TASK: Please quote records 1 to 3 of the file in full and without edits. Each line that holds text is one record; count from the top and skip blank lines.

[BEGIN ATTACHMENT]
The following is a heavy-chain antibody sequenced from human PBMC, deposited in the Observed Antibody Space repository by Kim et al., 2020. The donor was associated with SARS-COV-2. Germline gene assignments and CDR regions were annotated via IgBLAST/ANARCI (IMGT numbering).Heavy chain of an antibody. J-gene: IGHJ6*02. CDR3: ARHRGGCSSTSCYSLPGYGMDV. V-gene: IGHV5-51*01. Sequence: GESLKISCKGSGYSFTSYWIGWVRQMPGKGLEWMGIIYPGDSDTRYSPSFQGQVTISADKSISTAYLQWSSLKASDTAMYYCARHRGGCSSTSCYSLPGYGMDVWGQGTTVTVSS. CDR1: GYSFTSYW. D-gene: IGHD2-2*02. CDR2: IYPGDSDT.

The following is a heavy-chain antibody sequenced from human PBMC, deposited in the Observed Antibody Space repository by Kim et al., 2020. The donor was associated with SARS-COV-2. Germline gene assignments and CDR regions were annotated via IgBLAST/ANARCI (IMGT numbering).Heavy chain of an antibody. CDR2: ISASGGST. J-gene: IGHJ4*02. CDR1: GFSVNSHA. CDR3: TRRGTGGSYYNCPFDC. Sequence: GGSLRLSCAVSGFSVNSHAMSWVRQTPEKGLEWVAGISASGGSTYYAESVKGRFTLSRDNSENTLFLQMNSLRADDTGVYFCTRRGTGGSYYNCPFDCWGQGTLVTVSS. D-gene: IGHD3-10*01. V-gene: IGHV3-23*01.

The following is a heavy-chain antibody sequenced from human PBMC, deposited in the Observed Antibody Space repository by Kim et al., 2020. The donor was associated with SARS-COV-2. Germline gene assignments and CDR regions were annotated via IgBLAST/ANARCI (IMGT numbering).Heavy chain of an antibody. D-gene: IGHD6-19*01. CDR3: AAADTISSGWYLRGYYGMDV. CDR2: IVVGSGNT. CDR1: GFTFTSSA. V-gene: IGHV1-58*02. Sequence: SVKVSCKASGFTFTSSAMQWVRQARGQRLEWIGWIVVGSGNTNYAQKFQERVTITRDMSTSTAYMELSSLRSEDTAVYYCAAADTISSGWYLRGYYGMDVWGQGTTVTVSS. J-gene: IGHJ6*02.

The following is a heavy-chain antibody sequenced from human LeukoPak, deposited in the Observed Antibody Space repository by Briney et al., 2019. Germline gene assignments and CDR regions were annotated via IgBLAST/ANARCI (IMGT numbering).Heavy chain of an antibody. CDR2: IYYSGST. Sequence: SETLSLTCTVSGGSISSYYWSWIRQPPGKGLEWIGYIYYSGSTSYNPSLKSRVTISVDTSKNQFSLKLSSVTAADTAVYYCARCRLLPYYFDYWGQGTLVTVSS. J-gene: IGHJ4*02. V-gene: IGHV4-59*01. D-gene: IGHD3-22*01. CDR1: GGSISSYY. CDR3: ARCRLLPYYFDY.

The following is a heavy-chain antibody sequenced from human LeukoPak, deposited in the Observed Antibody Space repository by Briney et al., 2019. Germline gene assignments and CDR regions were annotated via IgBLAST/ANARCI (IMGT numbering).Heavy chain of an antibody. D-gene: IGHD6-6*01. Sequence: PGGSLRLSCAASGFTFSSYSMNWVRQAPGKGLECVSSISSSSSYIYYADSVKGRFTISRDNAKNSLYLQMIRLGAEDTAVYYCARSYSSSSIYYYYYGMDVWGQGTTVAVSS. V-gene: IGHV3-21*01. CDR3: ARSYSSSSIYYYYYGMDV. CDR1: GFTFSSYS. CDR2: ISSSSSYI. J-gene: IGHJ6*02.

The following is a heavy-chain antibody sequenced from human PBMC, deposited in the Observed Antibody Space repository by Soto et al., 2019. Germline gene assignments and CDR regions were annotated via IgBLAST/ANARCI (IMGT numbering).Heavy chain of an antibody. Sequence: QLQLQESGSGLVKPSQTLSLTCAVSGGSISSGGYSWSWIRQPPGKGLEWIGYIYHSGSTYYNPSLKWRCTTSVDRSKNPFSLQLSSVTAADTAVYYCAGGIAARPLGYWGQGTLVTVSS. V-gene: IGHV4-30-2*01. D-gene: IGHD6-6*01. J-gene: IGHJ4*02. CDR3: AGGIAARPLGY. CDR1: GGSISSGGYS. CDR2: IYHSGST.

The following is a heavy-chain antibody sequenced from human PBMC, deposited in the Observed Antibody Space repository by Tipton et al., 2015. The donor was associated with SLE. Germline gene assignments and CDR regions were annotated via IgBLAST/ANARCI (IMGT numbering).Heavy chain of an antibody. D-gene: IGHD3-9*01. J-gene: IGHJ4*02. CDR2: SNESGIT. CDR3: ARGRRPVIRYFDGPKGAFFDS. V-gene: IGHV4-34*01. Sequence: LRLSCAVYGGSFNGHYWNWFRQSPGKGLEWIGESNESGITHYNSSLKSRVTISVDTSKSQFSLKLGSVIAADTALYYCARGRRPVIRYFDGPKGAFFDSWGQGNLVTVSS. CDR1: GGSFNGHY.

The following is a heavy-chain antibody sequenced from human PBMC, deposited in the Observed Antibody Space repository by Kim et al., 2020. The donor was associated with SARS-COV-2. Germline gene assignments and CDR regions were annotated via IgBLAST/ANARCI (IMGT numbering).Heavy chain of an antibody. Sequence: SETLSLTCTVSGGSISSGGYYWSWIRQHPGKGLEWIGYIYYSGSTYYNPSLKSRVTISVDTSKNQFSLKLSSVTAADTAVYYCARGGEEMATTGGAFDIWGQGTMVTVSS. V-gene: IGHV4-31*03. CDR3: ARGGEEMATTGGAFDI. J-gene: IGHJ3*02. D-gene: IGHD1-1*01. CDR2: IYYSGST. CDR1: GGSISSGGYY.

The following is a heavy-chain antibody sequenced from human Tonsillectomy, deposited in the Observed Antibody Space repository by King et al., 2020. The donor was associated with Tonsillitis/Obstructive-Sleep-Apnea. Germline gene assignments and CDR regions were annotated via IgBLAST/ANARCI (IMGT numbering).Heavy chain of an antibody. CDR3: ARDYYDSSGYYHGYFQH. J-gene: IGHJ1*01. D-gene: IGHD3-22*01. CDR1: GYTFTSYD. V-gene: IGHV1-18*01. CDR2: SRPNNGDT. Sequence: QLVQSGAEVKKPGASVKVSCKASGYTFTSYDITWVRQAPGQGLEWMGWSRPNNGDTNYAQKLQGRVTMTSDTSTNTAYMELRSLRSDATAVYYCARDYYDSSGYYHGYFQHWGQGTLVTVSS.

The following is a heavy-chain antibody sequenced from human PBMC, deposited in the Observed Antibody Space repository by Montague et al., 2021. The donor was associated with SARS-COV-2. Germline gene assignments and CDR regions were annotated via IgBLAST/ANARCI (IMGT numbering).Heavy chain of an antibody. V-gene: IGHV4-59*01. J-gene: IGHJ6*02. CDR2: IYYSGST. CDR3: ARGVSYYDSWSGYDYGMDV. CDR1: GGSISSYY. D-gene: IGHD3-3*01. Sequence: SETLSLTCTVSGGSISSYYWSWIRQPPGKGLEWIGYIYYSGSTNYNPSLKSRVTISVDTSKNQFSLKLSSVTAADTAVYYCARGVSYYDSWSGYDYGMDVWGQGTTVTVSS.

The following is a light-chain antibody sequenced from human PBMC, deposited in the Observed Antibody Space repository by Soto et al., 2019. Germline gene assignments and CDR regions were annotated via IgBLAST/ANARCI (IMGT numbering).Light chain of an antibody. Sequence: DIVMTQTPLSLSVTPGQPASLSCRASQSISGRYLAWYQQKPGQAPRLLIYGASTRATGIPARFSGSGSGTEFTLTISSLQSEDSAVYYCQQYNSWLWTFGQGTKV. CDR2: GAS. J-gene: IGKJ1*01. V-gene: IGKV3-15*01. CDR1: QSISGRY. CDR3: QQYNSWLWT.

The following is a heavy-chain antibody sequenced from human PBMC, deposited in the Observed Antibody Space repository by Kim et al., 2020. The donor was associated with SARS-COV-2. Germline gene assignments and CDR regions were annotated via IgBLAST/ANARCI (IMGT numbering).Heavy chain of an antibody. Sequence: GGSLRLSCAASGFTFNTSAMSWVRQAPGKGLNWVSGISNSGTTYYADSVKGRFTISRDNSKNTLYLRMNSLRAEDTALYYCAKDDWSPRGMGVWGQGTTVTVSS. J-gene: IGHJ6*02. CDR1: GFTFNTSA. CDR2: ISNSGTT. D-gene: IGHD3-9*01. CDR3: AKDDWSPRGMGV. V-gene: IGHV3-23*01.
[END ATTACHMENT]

The following is a heavy-chain antibody sequenced from human PBMC, deposited in the Observed Antibody Space repository by Kim et al., 2020. The donor was associated with SARS-COV-2. Germline gene assignments and CDR regions were annotated via IgBLAST/ANARCI (IMGT numbering).Heavy chain of an antibody. J-gene: IGHJ6*02. CDR3: ARHRGGCSSTSCYSLPGYGMDV. V-gene: IGHV5-51*01. Sequence: GESLKISCKGSGYSFTSYWIGWVRQMPGKGLEWMGIIYPGDSDTRYSPSFQGQVTISADKSISTAYLQWSSLKASDTAMYYCARHRGGCSSTSCYSLPGYGMDVWGQGTTVTVSS. CDR1: GYSFTSYW. D-gene: IGHD2-2*02. CDR2: IYPGDSDT.

The following is a heavy-chain antibody sequenced from human PBMC, deposited in the Observed Antibody Space repository by Kim et al., 2020. The donor was associated with SARS-COV-2. Germline gene assignments and CDR regions were annotated via IgBLAST/ANARCI (IMGT numbering).Heavy chain of an antibody. CDR2: ISASGGST. J-gene: IGHJ4*02. CDR1: GFSVNSHA. CDR3: TRRGTGGSYYNCPFDC. Sequence: GGSLRLSCAVSGFSVNSHAMSWVRQTPEKGLEWVAGISASGGSTYYAESVKGRFTLSRDNSENTLFLQMNSLRADDTGVYFCTRRGTGGSYYNCPFDCWGQGTLVTVSS. D-gene: IGHD3-10*01. V-gene: IGHV3-23*01.

The following is a heavy-chain antibody sequenced from human PBMC, deposited in the Observed Antibody Space repository by Kim et al., 2020. The donor was associated with SARS-COV-2. Germline gene assignments and CDR regions were annotated via IgBLAST/ANARCI (IMGT numbering).Heavy chain of an antibody. D-gene: IGHD6-19*01. CDR3: AAADTISSGWYLRGYYGMDV. CDR2: IVVGSGNT. CDR1: GFTFTSSA. V-gene: IGHV1-58*02. Sequence: SVKVSCKASGFTFTSSAMQWVRQARGQRLEWIGWIVVGSGNTNYAQKFQERVTITRDMSTSTAYMELSSLRSEDTAVYYCAAADTISSGWYLRGYYGMDVWGQGTTVTVSS. J-gene: IGHJ6*02.